Diving With Sharks In The Remote Malpelo Island

The deep waters of the east Pacific are teeming with fantastic wildlife.  
Swimming above schools of silky sharks in the waters off Malpelo Island. Photo: Tomas Kotou/National Geographic Society/ Corbis/ Imagelibrary
Swimming above schools of silky sharks in the waters off Malpelo Island. Photo: Tomas Kotou/National Geographic Society/ Corbis/ Imagelibrary

Malpelo Island is perfect for divers who prefer thrills to frills. In the waters surrounding the rocky, uninhabited island lives a formidable population of sharks. Hundred-strong shivers of hammerhead sharks, silky sharks, white-tip sharks, small-tooth tiger sharks, barracudas, whale sharks, and moray eels swim in and out of the ocean’s underwater caves, scouring the water for prey. It is widely recognised as one of the top diving sites in the world, and since none of these shark species are aggressive towards humans, divers aren’t put in a cage. Malpelo’s waters can be explored freely.


The prehistoric hammerheads can measure up to 20 feet in length and swim in complex formations during the day, breaking away to hunt alone at night. Occasionally, divers can see humpback whales, and giant manta rays, which span 23 feet. Some dive sites have coral encrusted reefs.


Divers need the Advanced Open Water certification or proof of diving experience to depths of 40 m. The waters around the island comprise the Malpelo Flora and Fauna Sanctuary, a UNESCO World Heritage Site and the largest no-fishing zone in the east Pacific. Travellers can visit only on liveaboards, diving boats with accommodation. The Malpelo Foundation allows only one liveaboard at any one time, with a maximum of 25 divers.

The Island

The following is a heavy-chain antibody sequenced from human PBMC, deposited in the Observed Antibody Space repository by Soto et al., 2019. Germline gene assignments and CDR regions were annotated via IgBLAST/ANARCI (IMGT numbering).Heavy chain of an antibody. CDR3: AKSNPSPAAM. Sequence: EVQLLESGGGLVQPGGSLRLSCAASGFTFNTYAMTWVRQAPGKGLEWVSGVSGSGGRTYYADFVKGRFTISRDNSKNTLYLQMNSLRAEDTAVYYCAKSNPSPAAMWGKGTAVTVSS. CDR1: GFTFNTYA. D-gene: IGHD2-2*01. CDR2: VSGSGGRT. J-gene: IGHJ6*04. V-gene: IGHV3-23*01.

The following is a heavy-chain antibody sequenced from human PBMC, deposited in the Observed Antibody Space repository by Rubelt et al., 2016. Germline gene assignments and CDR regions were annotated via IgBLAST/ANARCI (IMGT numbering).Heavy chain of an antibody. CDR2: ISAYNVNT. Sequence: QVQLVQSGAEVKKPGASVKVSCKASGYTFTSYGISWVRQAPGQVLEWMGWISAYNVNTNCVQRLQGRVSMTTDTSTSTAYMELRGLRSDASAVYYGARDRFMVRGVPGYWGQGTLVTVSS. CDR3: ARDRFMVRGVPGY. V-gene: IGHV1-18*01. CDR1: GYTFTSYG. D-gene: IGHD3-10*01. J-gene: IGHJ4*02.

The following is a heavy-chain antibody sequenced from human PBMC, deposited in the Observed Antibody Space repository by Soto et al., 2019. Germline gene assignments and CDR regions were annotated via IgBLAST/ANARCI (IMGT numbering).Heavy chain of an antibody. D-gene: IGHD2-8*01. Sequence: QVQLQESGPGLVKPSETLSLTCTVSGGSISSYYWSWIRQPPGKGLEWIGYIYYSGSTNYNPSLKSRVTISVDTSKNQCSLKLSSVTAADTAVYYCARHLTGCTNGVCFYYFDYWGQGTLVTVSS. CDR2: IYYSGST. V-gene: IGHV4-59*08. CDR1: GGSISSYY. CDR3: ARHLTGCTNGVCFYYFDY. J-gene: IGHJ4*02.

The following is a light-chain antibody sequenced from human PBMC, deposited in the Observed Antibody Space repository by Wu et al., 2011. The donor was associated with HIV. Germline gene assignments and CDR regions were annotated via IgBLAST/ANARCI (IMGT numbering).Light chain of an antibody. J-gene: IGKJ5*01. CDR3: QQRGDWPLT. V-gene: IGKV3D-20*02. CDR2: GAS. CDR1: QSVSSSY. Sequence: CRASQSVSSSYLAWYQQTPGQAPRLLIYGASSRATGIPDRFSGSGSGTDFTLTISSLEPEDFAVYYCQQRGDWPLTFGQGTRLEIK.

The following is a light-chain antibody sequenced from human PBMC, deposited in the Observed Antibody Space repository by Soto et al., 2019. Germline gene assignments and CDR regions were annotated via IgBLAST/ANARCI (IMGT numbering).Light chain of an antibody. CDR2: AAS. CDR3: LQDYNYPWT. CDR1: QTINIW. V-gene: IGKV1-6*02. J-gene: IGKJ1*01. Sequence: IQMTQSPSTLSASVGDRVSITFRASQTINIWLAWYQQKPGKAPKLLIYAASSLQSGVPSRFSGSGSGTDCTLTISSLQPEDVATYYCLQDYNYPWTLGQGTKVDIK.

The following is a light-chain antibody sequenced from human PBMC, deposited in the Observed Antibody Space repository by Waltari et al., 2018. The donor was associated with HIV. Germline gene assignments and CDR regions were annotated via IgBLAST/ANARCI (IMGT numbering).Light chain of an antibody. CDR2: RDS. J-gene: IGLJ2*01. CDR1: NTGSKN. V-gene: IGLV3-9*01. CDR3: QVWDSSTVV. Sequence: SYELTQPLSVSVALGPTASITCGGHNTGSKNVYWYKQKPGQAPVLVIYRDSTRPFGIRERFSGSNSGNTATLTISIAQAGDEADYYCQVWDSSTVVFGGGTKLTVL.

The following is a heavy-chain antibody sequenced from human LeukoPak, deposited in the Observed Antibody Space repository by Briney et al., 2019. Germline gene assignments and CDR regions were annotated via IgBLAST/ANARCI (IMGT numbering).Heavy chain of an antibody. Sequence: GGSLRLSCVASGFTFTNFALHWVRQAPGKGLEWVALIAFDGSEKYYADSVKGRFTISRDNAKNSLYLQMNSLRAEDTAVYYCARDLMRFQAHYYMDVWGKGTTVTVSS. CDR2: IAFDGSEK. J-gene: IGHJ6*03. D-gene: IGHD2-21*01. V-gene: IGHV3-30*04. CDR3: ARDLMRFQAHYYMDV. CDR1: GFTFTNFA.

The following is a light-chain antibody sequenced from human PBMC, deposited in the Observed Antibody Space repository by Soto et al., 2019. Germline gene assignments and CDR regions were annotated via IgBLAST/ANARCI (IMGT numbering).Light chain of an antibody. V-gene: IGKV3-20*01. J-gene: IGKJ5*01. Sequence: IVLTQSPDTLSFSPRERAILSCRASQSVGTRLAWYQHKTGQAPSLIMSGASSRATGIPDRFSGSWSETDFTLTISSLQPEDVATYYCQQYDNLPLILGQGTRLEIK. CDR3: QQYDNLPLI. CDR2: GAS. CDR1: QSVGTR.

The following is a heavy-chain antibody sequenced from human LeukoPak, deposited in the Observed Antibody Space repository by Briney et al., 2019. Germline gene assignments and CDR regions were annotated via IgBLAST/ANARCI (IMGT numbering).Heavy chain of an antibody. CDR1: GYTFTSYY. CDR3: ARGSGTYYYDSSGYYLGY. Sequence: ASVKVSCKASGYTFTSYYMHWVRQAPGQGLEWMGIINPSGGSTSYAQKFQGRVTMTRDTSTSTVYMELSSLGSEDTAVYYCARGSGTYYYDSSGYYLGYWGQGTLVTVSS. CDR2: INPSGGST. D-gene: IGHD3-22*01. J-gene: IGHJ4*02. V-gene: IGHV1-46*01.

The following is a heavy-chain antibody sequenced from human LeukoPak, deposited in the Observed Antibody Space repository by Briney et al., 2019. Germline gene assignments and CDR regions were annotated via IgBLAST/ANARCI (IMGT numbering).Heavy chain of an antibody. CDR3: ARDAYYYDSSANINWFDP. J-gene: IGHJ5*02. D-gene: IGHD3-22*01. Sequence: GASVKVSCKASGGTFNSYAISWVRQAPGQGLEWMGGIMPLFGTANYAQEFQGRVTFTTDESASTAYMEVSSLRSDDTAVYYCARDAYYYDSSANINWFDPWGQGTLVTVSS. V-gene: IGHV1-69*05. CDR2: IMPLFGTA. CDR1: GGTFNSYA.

Malpelo Island is barren, rocky, and inhabited largely by masked boobies, a gannet-like bird species. There are over 25,000 on this 1.6-kilometre-long piece of land. An astounding variety of lichen and moss also thrive here, sustained by the nutrient-rich guano or bird faeces. The island is uninhabited, save for a few Colombian army personnel. Visitors are not allowed on land without permission from the National Natural Parks offices in Bogotá.

Getting There

Malpelo Island is 500 kilometres off the coast of Colombia. Buenaventura (30 hours by boat), is the closest port. Seats on liveaboards can be booked from Buenaventura in Colombia and Puerto Mutis in Panama. Liveaboards from Ecuador offer trips that stop at the Galápagos Islands as well.


Sharks aren’t the only threat in Malpelo’s waters. The ocean has strong currents and dives are meant for advanced divers only.

Appeared in the August 2014 issue as “Jaw-Dropping Dives”.

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    Neha Sumitran is Nat Geo Traveller India's perpetually hungry Web Editor. She loves exploring food markets or better still, foraging for new kitchen ingredients. She hopes to have a farm near the mountains someday. She tweets and instagrams as @nehasumitran.

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